Supporting My Local Bike Shop

I am probably guiltier than most when it comes to buying bike stuff online. I bought most of my upgrades that way last year then had the gall to ask my LBS to put them all together on the bike. They did it with a smile and not even the hint of a sideways glance (in my defense, I had spent lots there, too. Just not real big-ticket items).

I don’t mind buying books from Amazon, mainly because I live in a small French city with no English bookshops. I buy jeans online, and don’t usually feel the guilt till I read about the 12 yr old in Bangladesh who probably made them (but that’s not an internet problem, I guess).

In my town here in France we really only have one bike shop left. VeloLand just closed down last month, which leaves my LBS, Cycles Passieu, the last of a hopefully-not-dying breed. This place specializes in high-end gear and bikes and has a loyal following of old men with good pensions. Alain Prost buys all his bikes here and I’ve heard that there are a few others who come from far and wide to buy their toys.

I don’t know what’s so special about my bike shop. They are a great bunch of guys and they always make time for my stupid questions. That helps. I don’t know if they are more informative than Google or whether they’d do back flips to keep a customer (I am not very demanding), but I do know this – they are the last bike shop in Nîmes.

I think we could all live without a Gap or WH Smith in town. But how the hell will we get rid of that clicking sound ‘down there’ if the LBS is gone!? I shudder to think about it.

It is for this reason that I bought my Garmins from David the other day. He gets my Colnago cash, too, whenever I get it myself. Giving money to him might (but might not – see below) hurt a little more in the beginning, but the savings in future pain is probably priceless.


Postscript: I actually got the Vector for €50 under the recommended price put out by Garmin. That was a weird surprise.

12 thoughts on “Supporting My Local Bike Shop

  1. I think bringing one’s custom to an LBS pays back in dividends that are slightly more difficult to quantify, such as getting immediate attention on a niggling problem, often at no charge, just to cite one example. Of course, if the people at the LBS are a sour bunch, then it’s a different matter…

    • That’s a good point. I know one rider who says he gets better support from his online supplier (when buying gear) than from the LBS. Luckily I don’t have that complaint.

      • Many online shops have a no fuss return/exchange policy so I can imagine that some LBS may fall short in some instances. I think that both types need to earn custom. I buy stuff online as well as from local bike shops, but if the LBS is unpleasant to deal with, I move on…

  2. A few years back I bought all my components on line and put my bike together. It was an interesting project and fairly easy to do and I enjoyed it. Currently I am getting the new Bianchi Infinito CV with Shimano 6800 DI2……and yes my LBS is supplying it and is going to put it all together. Electronic stuff is not my thing and should it all go wrong I will just take it back 🙂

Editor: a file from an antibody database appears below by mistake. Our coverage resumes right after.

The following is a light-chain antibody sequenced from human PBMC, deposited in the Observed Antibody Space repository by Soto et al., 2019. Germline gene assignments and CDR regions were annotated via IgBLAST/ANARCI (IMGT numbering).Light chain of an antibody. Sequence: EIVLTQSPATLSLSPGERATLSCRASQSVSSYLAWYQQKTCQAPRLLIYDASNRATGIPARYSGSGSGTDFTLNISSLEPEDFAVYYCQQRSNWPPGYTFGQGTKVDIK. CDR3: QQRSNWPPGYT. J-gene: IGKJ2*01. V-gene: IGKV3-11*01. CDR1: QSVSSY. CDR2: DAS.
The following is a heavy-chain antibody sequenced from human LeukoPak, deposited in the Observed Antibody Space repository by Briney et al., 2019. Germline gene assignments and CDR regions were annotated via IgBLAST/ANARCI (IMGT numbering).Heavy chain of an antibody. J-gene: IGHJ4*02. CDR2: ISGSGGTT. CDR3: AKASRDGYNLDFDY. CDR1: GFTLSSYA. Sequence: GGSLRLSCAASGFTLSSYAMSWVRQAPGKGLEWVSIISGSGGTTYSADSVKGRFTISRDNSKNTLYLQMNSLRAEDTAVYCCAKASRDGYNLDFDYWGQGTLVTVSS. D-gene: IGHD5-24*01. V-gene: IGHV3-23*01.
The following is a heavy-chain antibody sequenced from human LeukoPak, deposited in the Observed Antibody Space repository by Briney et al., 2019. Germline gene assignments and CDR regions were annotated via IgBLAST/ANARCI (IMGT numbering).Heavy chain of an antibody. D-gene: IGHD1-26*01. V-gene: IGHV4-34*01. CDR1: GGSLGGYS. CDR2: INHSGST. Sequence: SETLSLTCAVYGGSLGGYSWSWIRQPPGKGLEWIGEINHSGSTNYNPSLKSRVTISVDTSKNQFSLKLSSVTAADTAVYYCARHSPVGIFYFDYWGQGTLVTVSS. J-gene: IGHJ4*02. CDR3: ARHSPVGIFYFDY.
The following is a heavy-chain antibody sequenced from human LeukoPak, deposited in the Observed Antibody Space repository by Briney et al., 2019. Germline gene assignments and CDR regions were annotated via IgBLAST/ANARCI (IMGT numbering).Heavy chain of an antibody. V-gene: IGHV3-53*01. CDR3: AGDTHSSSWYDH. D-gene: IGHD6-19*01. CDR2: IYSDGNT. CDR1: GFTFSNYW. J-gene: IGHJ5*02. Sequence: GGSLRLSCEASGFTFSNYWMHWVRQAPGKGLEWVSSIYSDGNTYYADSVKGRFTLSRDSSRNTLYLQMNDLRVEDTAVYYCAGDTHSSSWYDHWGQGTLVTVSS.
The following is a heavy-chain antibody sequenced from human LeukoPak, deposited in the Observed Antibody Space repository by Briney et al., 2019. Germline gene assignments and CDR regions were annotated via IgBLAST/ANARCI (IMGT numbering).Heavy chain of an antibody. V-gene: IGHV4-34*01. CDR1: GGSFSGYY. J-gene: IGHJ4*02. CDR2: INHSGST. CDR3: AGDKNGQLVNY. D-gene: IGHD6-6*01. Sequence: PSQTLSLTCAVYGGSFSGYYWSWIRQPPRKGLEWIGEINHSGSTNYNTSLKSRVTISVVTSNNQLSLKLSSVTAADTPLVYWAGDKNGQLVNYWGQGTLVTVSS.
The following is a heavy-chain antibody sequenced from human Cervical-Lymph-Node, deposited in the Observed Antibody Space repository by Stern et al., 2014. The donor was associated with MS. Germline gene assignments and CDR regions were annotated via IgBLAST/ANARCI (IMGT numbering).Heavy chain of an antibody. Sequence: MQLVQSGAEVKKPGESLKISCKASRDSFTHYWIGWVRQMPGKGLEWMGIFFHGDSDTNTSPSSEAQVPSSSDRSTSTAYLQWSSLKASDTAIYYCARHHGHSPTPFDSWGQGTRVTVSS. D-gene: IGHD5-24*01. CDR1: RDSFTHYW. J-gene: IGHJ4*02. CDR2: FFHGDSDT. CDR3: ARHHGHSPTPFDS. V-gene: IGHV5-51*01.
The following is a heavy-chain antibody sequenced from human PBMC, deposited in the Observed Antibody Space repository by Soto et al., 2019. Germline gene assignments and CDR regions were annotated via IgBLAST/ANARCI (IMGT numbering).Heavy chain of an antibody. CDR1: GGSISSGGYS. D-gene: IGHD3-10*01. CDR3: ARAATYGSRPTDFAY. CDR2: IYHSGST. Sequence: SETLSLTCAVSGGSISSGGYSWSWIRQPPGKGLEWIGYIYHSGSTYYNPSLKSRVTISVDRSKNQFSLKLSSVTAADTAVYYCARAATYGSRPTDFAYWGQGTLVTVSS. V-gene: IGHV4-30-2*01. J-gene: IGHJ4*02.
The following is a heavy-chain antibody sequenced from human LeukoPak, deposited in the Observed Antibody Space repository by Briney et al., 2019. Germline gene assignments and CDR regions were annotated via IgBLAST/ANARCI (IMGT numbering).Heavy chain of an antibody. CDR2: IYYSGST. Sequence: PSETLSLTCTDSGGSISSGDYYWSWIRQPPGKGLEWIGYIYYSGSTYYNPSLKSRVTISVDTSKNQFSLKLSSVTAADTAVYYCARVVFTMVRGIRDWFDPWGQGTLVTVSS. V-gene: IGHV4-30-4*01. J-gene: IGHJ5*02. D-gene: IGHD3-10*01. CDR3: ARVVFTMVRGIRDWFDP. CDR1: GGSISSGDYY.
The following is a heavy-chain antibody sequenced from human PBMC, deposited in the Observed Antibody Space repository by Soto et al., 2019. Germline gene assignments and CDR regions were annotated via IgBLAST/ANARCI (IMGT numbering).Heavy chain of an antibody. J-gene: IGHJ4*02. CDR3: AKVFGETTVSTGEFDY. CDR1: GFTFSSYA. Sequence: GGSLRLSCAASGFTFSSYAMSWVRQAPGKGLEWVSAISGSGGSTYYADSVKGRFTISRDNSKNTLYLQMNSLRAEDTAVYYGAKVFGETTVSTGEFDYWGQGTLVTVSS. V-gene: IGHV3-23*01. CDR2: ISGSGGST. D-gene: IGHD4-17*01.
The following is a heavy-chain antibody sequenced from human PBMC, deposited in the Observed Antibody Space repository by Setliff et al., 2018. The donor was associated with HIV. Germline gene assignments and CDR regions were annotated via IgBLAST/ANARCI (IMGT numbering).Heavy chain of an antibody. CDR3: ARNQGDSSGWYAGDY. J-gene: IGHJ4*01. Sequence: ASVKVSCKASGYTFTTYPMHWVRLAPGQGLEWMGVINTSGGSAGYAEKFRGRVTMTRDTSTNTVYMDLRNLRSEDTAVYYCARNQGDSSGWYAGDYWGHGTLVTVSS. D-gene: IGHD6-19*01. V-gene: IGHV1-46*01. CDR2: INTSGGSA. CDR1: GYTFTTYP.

3. The Internet has changed just about everything we do in our day-to-day lives; when was the last time you went to your local bank teller to do your basic banking? I remember when ATM’s first came out in the early 80’s and the concern the industry had when many tellers were displaced by machines that offered a better service. Why would we think the Internet won’t affect the cycling industry too? There comes a point when paying the multiple layers of mark up through the traditional bike store channel that just doesn’t justify the value-add our LBS offers. For example, a set of Michelin Pro 4 tires I recently purchased from Wiggle on-line cost me $34 CDN (shipping included to Canada), and the exact same tire at my LBS was $78. And that’s just one example. For the LBS to survive, they will have to change their business model, and stop making consumers feel like “scabs” crossing a union picket line when they come in with something they purchased on-line for service. The world of on-line buying is here to stay, so this is very Darwinian; either the LBS embrace the changing world by offering services that aren’t available through the internet, like bike assembly and maintenance, bike fitting, coaching, guided training rides, coffee shop (like “Look Mom No Hands” in London, or TCR in my city of Calgary), or they too will become extinct. During this transition period I suggest we brush up on our mechanical skills, because we may find ourselves living in an area that doesn’t have an LBS,

    • The harsh reality of the real world. Well said.

      The prices at my LBS are nearly always higher than what I find online, so it was a pleasant surprise to find the Vector for a bit less. I do hope they stick around because even though I’m a ‘certified mechanic’ I still run to them crying with I get that ‘clunk down there.’

  4. Gerry, I feel the same way. I bought my Giant commuter bike from LBS, headlight that cost more than twice my first bike and other misc accessories. He know my bike and had to have noticed fenders, rack and rear taillight provided by others. The best part is the shop’s location; mile 12 on my homeword commute where I regularly stop to use relieve bladder pressure…

  5. I try and support the local guy as well whenever I can. I did, I admit, recently buy some Rapha bib shorts online, only because none of the local guys around me carried Rapha. I didn’t feel overly badly about it as all my bikes and gadgets aside from that have been through them. Where I feel the most guilt has been taking away the servicing revenues from them. Over the years I have become more proficient at looking after my bikes, and so it is rare I need to take them in for anything. But I suppose I should be proud of that!

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